Aboriginal Cultural Appropriation- The BIG Picture

Cultural appropriation is most simply defined as the adoption of aspects of one culture by another. In that case, what makes the wearing of Native headdresses by non-Natives different than instances where western culture is appropriated? To me (and anyone with a little knowledge of history) this is an outrageous question with a painfully obvious answer. Nevertheless, reading âpihtawikosisân’s article and the comments on the blog has made clear that the uniquely offensive nature of appropriating restricted aspects of Aboriginal culture merits further discussion. One of the bog’s commenters argues that it is hypocritical to be offended by the appropriation of Aboriginal culture, when people trespass on western culture by dressing as Kings, Popes and doctors without receiving similar criticism. Arguments that the culture of racialized groups is equal to western culture and therefore comparably legitimate to appropriate overlook the patterns of cultural appropriation in popular culture, the colonial legacy of stealing from Aboriginal peoples and the ongoing misuse of Aboriginal knowledge in national politics, which make Aboriginal culture uniquely harmful to appropriate.

Neon Indian Fans
Neon Indian Fans sporting homemade headdresses.

The seemingly individual act of wearing a Native headdress without the right to, contributes to the broader cultural hegemony deployed in popular media, which constructs Aboriginal peoples as a racialized “Other.”  Othering is evident in representations of Indigenous peoples in mainstream film, television and music as exotic and historic, rather than diverse and ever-present. Additionally,  racial subtexts of sexualization, which arbitrarily associate sexual promiscuity with certain racialized groups add a gendered dimension to the cultural hegemony perpetuated in popular media. The sexy Indigenous princess plot-line is central to Disney characters like, Pocahontas and Tiger Lily. Unfortunately, misrepresenting Indigenous women as sexual objects is not just about a few outdated Disney movies. Popular contemporary bands like the Neon Indians have encouraged fans to dress in homemade headdresses and hardly anything else (Adrienne). While I am ALL FOR women owning their bodies and wearing as much or as little clothing as they please, a headdress is not an okay way to accessorize that look. Given that Indigenous culture has been appropriated and distorted by popular media to construct Aboriginal peoples, and women in particular, as the Other it is unacceptable to use headdresses or other Aboriginal cultural signs to make an outfit or band more exotic and sexual.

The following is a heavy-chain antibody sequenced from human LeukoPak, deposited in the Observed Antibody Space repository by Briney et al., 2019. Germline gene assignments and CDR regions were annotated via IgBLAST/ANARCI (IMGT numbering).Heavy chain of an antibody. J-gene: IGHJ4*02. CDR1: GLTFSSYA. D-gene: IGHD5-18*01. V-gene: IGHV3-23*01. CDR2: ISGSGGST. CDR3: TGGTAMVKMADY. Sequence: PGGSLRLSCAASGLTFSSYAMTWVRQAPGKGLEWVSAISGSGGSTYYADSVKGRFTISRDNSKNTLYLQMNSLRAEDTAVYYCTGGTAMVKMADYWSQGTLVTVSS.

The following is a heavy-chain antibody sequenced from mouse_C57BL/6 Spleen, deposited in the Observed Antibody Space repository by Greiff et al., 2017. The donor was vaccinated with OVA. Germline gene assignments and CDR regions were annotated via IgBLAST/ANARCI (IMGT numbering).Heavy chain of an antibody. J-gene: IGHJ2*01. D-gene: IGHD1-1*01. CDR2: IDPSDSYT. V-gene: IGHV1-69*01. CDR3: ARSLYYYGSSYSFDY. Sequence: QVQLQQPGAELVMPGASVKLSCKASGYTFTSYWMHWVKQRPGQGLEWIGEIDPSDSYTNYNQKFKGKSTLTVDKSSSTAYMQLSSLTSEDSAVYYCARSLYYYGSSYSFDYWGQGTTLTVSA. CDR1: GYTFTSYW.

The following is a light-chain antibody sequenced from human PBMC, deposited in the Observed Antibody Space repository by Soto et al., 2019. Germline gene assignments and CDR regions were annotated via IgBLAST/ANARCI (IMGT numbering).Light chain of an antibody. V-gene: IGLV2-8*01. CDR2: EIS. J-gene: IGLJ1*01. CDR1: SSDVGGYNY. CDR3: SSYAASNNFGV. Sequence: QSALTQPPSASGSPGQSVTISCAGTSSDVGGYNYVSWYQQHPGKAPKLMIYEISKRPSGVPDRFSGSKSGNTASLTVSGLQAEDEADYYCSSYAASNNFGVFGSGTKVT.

Historic and ongoing colonialism, encompassing the theft of land and women from the Indigenous community, make the appropriation of Aboriginal culture unlike the appropriation of western culture. Through a series of treaties beginning in the mid-1700s European colonizers began appropriating Aboriginal land (Fleras 211). In exchange, Aboriginal peoples received reservations and residential schools, which have done more harm than good. Aboriginal peoples continue to live in impoverished conditions where drugs and violence are prevalent and the suicide rate for youth is five to seven times the Canadian average (Fleras 181). These unequal exchanges constitute the first of many instances where Aboriginal peoples have had their physical as well as intellectual belongings stolen. The loss of Aboriginal women, which has evoked frighteningly little concern from the federal government, is another example of theft experienced by Aboriginal peoples in Canada. The Stolen Sisters report released by Amnesty International identifies approximately 12 000 cases in which Aboriginal women have gone missing in recent decades.

Stolen Sisters protesting the lack of concern for missing and murdered Aboriginal women.
Stolen Sisters protesting the lack of concern for missing and murdered Aboriginal women.

This number relates to aforementioned hegemonic notion of Aboriginal women in popular media as sexual objects, because such images normalize gendered violence and make Indigenous women easier victims to overlook. Given the centrality of theft and loss to the colonial experiences of Aboriginal peoples, it is difficult to justify the appropriation of yet another aspect of Indigenous culture.